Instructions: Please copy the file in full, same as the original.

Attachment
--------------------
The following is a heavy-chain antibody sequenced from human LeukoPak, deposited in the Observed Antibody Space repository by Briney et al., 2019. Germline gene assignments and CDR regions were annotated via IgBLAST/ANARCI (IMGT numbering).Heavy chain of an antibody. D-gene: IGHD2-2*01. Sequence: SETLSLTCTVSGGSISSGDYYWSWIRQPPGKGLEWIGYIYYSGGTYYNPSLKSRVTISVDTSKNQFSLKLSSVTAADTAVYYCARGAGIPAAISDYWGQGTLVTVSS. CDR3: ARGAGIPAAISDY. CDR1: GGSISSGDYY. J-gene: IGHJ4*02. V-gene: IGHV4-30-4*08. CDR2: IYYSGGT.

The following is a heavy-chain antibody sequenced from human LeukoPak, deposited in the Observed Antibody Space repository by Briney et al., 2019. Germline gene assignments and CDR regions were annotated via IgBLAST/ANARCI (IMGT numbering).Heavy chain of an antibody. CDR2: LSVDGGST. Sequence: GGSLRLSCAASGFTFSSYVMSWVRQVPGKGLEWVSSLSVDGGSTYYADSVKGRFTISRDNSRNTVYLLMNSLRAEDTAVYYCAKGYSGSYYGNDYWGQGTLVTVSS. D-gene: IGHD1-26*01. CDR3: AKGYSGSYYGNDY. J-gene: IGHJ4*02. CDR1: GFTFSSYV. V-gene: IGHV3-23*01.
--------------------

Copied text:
The following is a heavy-chain antibody sequenced from human LeukoPak, deposited in the Observed Antibody Space repository by Briney et al., 2019. Germline gene assignments and CDR regions were annotated via IgBLAST/ANARCI (IMGT numbering).Heavy chain of an antibody. D-gene: IGHD2-2*01. Sequence: SETLSLTCTVSGGSISSGDYYWSWIRQPPGKGLEWIGYIYYSGGTYYNPSLKSRVTISVDTSKNQFSLKLSSVTAADTAVYYCARGAGIPAAISDYWGQGTLVTVSS. CDR3: ARGAGIPAAISDY. CDR1: GGSISSGDYY. J-gene: IGHJ4*02. V-gene: IGHV4-30-4*08. CDR2: IYYSGGT.

The following is a heavy-chain antibody sequenced from human LeukoPak, deposited in the Observed Antibody Space repository by Briney et al., 2019. Germline gene assignments and CDR regions were annotated via IgBLAST/ANARCI (IMGT numbering).Heavy chain of an antibody. CDR2: LSVDGGST. Sequence: GGSLRLSCAASGFTFSSYVMSWVRQVPGKGLEWVSSLSVDGGSTYYADSVKGRFTISRDNSRNTVYLLMNSLRAEDTAVYYCAKGYSGSYYGNDYWGQGTLVTVSS. D-gene: IGHD1-26*01. CDR3: AKGYSGSYYGNDY. J-gene: IGHJ4*02. CDR1: GFTFSSYV. V-gene: IGHV3-23*01.